"Have you ever considered that maybe I needed something to shake my life up?" He asked, voice softening. "That maybe I was going crazy from not doing anything. That I was bottling everything up, my whole intelligence, my amazing brain wasting away from the lack of someone like you to make me think."

His heart was in his throat. He really meant what he say saying. And oh, he wanted to say more.

That my heart was slowly calcifying until you came along and made me feel.

"Listen," he said. "Don't worry about it. Don't worry about any of it. I can take care of myself."

"Oh yeah?" Melinda sighed. "What are you doing here? Did you figure it out already?"

"No, I just came to see if you were still wearing that scarf I bought you," he said, folding his arms over his chest.

Her lips twitched. "Really?" She asked, voice tense.

"No, I was driving by and the shop said you were still open and I just couldn't resist," Rick said, telling the whole truth now, so help him God.

"Resist what?" She wondered.

"Coming in to wind you up," Rick said. "And see if you were still wearing that scarf. Speaking of…" He reached out and touched her bare neck. "Why aren't you?"

He wasn't sure what was propelling him at this point. Probably just his usual lack of boundaries; he had a touch of Asperger's, he was fairly certain.

But she looked harried and grumpy and, as earlier, more than slightly bewitching.

And he couldn't help himself. Couldn't keep his hands to himself.

He could feel her pulse under his fingers, pounding away, wondering if this was why someone might become a paramedic because it was intoxicating to feel someone's life force underneath you.

She pulled away from the touch, a dull flush on her cheeks. "I'm inside, why would I wear a scarf?" She mumbled, hurrying away. "And I'm almost closing up."

"Go out for dinner with me," Rick said amiably. "Unless you have something better to do."

She seemed to be thinking. Considering.

"There's something you aren't telling me," Rick said as she thought. "Someone in your life that I'm not aware of. Is there a jealous boyfriend after all?"

Melinda swallowed. "No," she said. "But there is a needy foster kid."

The words were not at all what he was expecting. He couldn't have been more surprised if the child was a blood relation.

"What?" He asked, the words tumbling from his mouth. "What are you, Melinda Gordon?"

"What do you mean?" She asked, not understanding his words at all, or the tone they were said in; completely shock and more than a little bit of awe.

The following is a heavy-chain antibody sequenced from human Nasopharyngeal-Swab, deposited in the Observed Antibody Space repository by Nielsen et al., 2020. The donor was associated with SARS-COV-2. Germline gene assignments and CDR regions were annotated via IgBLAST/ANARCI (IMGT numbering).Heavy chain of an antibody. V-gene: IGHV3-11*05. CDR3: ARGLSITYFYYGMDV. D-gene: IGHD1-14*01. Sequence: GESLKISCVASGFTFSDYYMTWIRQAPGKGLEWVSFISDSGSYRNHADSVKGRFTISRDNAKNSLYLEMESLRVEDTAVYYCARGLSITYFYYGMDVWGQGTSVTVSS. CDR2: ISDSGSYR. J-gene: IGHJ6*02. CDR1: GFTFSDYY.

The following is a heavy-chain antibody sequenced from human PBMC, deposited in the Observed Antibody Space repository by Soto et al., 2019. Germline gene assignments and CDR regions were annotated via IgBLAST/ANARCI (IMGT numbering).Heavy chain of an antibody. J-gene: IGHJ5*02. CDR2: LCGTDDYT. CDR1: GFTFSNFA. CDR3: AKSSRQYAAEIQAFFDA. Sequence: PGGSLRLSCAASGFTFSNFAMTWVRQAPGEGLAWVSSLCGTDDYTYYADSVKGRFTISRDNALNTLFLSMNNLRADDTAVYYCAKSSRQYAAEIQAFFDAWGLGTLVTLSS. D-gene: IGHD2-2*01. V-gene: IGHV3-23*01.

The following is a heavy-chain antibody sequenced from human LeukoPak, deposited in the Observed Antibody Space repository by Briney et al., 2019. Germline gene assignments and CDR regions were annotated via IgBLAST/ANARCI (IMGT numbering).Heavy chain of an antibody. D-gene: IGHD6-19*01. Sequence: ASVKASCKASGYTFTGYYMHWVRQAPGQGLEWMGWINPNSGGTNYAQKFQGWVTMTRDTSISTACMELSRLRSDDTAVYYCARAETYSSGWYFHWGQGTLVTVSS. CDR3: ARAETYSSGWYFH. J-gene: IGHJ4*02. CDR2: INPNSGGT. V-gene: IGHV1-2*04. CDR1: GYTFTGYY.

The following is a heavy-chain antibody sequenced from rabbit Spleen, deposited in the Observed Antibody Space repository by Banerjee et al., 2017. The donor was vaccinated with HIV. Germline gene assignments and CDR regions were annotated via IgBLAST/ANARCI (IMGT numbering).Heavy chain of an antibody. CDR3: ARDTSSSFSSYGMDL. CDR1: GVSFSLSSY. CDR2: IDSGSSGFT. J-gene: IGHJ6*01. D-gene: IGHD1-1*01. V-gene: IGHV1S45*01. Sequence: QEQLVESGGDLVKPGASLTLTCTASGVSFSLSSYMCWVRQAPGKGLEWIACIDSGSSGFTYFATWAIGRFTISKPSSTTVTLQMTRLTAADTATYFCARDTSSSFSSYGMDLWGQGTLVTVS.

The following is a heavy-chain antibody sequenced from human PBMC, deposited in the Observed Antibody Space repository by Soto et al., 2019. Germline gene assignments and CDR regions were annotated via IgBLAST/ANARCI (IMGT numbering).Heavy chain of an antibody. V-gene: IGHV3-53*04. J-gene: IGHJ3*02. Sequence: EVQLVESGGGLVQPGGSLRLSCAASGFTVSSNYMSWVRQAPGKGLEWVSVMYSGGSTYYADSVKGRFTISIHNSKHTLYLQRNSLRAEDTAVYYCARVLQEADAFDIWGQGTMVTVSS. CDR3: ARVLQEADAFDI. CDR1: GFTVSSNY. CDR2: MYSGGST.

"You're like a character in a book," he said. "Not only do you go into these impossible situations out of the good of your heart, but you take in foster kids? What are you, an angel?"

She looked a little stunned in the face of his unsarcastic awe, and unabashed appreciation.

"Um, no," she managed to say.

"Then again, you might not be the best person to answer that question," Rick murmured. "Because I think that the answer is yes."

He was most definitely crossing boundaries, here and now. Boundaries that he'd sworn he wouldn't after kissing her while drunk. After violating her trust. After being that guy.

But he couldn't help himself. There was something about Melinda Gordon that seemed to bring out the best and worst of him. The extremities.

He wasn't sure if this flirtatious side was his better or worse side though. Not at all.

"So. Do you need to get home or do you want to go out to dinner tonight?" He asked. "I'll pay. I know this Thai place with the best peanut soup."

She bit her lip. "I don't know, honestly," she said, voice shaking a little. "She, um, Julie. That's her name. And she was going out with this family to the carnival. And I don't know how long they'll keep her."

"How long have you had her?" Rick asked.

"Four, no, five, months," Melinda said, her lips pressed tightly together as if suppressing emotion. "The best five months of my life so far. She, um, she's why I first came to see you."

"Oh?" Rick wondered, leaning on the counter that was now separating them. "She's the one with the poltergeist?"

"To say the least," Melinda breathed.

"Why is this the first time that I'm hearing about her?" Rick asked, tilting his head as she looked away from him.

"Because before now I wasn't sure how big a player you were going to be in my life," Melinda finally said. "And now I know."

She picked up her purse. "And yes, Rick, I will go to dinner with you."

He wasn't sure how to take her yes. True, he'd been hoping for a yes. But he also couldn't think of anything that he'd expected less.

"Just let me call her," Melinda said, ducking into the back room.

Rick walked around the store, trying to not overhear as she spoke to her foster daughter. As Melinda walked from the store room, eyes rimmed with red.

She was overwhelmed.

He hated seeing her like this. He hated seeing her like this and he wasn't sure how to make her feel better. And that was what he hated most. He had no idea how to give comfort. That was pretty much last in his arsenal.

"I can't," Melinda said quite simply.

"Okay," Rick said immediately, backing off instead of pushing. Instead of finding out what was troubling her. Because he didn't know how to be anyone's hero, let alone a woman like Melinda Gordon's. "Need help going to get Julie?"

"No," Melinda whispered, pushing past him to open the door to the shop; he took her cue and went outside, watching as she turned out the lights and locked up, her second to last move switching the sign to closed. "But thank you for offering it."

"Anytime," he said immediately. And what was surprising, really surprising about this whole thing, was that he actually meant it.